CT Lung Cancer Screening Yields High False-Positive Rate

January 1, 2003
Oncology NEWS International, Oncology NEWS International Vol 12 No 1, Volume 12, Issue 1

ROCHESTER, Minnesota-In a Mayo Clinic study of low-dose helical CT screening for lung cancer, nearly 70% of the study participants had one or more suspicious lung nodules, but only 1.4% of all nodules proved to be malignant. The other 98.6% were benign "and therefore were false-positive findings," said lead investigator Stephen J. Swensen, MD, professor of radiology. The results, he said, offer reasons for optimism as well as reasons for doubt that CT screening for lung cancer will ultimately save lives by reducing disease-specific mortality.

ROCHESTER, Minnesota—In a Mayo Clinic study of low-dose helical CT screening for lung cancer, nearly 70% of the study participants had one or more suspicious lung nodules, but only 1.4% of all nodules proved to be malignant. The other 98.6% were benign "and therefore were false-positive findings," said lead investigator Stephen J. Swensen, MD, professor of radiology. The results, he said, offer reasons for optimism as well as reasons for doubt that CT screening for lung cancer will ultimately save lives by reducing disease-specific mortality.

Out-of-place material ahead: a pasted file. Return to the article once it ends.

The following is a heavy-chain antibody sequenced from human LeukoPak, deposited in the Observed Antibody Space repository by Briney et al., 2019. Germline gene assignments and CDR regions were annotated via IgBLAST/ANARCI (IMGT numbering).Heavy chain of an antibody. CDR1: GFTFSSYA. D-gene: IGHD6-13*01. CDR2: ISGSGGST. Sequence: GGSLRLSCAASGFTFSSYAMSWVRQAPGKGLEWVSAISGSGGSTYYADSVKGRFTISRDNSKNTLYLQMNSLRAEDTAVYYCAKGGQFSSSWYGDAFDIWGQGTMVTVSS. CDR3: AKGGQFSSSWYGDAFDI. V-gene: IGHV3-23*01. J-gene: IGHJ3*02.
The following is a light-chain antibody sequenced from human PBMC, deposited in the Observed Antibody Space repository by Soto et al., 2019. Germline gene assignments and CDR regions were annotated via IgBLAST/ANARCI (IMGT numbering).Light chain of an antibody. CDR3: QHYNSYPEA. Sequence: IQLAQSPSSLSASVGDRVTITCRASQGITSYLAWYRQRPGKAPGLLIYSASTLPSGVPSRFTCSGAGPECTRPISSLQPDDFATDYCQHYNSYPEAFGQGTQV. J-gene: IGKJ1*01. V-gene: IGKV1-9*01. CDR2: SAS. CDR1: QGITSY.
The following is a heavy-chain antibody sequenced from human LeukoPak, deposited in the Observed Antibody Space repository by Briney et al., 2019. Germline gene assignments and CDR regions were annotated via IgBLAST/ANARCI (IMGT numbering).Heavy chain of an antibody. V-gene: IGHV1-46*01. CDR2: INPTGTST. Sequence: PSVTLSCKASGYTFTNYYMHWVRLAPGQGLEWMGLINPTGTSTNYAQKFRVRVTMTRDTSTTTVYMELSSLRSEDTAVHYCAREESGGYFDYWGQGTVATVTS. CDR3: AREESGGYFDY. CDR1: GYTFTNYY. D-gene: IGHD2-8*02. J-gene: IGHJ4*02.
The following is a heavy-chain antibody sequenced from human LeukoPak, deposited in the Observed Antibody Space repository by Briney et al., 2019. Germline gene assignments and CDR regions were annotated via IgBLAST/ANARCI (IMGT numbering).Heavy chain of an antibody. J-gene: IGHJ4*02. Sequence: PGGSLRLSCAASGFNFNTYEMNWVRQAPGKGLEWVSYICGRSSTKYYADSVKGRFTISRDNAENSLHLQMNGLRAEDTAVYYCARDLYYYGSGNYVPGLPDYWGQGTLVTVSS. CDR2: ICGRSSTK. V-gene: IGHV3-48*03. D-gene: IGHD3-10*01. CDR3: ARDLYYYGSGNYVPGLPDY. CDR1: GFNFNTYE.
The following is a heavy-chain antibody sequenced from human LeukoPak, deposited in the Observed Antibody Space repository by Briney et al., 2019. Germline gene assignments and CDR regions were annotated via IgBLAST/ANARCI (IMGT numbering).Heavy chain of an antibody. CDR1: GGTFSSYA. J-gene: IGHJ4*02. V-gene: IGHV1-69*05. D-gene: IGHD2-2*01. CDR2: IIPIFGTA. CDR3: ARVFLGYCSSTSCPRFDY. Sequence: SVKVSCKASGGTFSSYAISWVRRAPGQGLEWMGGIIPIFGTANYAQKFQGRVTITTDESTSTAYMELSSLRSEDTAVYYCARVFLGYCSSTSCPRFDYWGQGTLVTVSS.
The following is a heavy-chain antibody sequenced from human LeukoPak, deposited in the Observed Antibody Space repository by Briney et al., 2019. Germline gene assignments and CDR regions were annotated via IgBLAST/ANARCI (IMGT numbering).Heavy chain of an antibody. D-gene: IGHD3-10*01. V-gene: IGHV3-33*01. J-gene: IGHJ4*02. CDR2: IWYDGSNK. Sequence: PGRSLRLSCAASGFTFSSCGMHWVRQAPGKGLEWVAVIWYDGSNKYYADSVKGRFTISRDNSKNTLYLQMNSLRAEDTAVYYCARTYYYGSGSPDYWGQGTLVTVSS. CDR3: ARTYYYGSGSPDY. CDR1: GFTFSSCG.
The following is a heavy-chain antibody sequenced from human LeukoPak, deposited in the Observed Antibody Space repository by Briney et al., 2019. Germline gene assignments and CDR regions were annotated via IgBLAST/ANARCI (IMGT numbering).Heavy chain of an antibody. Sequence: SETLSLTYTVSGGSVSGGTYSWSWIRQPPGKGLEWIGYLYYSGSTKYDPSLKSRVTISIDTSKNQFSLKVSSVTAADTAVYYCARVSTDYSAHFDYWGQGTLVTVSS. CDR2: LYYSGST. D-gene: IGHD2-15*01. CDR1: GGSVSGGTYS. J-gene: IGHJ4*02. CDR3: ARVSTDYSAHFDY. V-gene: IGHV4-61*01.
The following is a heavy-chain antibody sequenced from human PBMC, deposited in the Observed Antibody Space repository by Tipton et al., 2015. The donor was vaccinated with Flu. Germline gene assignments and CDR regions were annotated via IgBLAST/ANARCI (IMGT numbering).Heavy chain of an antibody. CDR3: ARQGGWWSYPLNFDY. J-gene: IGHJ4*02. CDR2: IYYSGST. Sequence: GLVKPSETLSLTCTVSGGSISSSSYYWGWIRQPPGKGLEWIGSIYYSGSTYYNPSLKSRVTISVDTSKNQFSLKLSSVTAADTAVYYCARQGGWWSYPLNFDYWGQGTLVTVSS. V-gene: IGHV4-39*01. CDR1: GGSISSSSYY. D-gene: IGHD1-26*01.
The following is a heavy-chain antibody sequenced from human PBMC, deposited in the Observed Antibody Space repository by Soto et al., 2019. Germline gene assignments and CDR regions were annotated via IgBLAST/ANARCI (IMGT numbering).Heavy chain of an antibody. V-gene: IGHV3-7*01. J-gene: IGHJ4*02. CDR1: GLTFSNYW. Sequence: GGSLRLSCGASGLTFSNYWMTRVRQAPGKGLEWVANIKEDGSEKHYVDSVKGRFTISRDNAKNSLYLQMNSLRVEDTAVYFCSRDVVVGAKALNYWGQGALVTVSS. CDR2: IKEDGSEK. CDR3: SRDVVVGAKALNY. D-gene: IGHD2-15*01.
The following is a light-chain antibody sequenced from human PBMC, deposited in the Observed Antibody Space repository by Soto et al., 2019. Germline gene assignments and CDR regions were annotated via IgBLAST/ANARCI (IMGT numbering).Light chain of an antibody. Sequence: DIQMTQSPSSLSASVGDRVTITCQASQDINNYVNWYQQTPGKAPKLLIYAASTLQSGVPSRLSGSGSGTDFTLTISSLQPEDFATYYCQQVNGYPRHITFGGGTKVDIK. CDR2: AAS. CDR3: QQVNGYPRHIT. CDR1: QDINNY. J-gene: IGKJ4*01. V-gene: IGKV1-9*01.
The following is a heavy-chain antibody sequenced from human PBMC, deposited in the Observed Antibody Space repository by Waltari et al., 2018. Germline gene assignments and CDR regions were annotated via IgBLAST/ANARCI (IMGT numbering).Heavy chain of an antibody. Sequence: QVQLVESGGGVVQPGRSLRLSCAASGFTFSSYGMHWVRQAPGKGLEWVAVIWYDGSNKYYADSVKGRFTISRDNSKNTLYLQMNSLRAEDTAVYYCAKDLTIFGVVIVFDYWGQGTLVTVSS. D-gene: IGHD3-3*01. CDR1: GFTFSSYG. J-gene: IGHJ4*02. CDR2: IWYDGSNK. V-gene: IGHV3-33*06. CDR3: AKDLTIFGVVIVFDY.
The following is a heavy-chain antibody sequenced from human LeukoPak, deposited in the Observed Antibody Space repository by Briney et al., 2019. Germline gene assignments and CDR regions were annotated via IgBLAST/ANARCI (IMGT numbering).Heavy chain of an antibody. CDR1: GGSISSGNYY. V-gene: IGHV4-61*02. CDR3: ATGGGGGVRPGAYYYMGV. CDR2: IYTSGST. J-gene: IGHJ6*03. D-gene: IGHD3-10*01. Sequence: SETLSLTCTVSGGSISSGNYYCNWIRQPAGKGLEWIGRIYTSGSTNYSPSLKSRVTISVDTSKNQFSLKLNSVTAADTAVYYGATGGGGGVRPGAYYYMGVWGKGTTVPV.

The preliminary results of the ongoing phase II study included 1,520 current or former smokers age 50 years and older. Study participants had to have at least 20 pack-years of smoking; those who no longer smoked had to have quit within the previous decade. All were asymptomatic for lung cancer.

At the end of 3 years of screening, the researchers are following more than 2,800 uncalcified, radiologically indeterminate lung nodules. To date, eight participants have had surgery for removal of a benign nodule, accounting for about 20% of all operations in the series (Am J Roentgenology 179:833-836, 2002).